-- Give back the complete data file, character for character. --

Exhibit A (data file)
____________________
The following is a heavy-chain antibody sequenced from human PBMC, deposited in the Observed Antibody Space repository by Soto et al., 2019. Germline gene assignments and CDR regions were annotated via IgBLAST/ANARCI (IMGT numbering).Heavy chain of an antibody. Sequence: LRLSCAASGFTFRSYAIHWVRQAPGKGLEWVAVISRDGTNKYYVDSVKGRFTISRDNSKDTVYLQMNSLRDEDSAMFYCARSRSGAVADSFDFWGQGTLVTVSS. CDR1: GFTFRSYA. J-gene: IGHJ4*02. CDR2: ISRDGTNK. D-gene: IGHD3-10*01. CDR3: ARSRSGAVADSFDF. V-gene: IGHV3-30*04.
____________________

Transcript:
The following is a heavy-chain antibody sequenced from human PBMC, deposited in the Observed Antibody Space repository by Soto et al., 2019. Germline gene assignments and CDR regions were annotated via IgBLAST/ANARCI (IMGT numbering).Heavy chain of an antibody. Sequence: LRLSCAASGFTFRSYAIHWVRQAPGKGLEWVAVISRDGTNKYYVDSVKGRFTISRDNSKDTVYLQMNSLRDEDSAMFYCARSRSGAVADSFDFWGQGTLVTVSS. CDR1: GFTFRSYA. J-gene: IGHJ4*02. CDR2: ISRDGTNK. D-gene: IGHD3-10*01. CDR3: ARSRSGAVADSFDF. V-gene: IGHV3-30*04.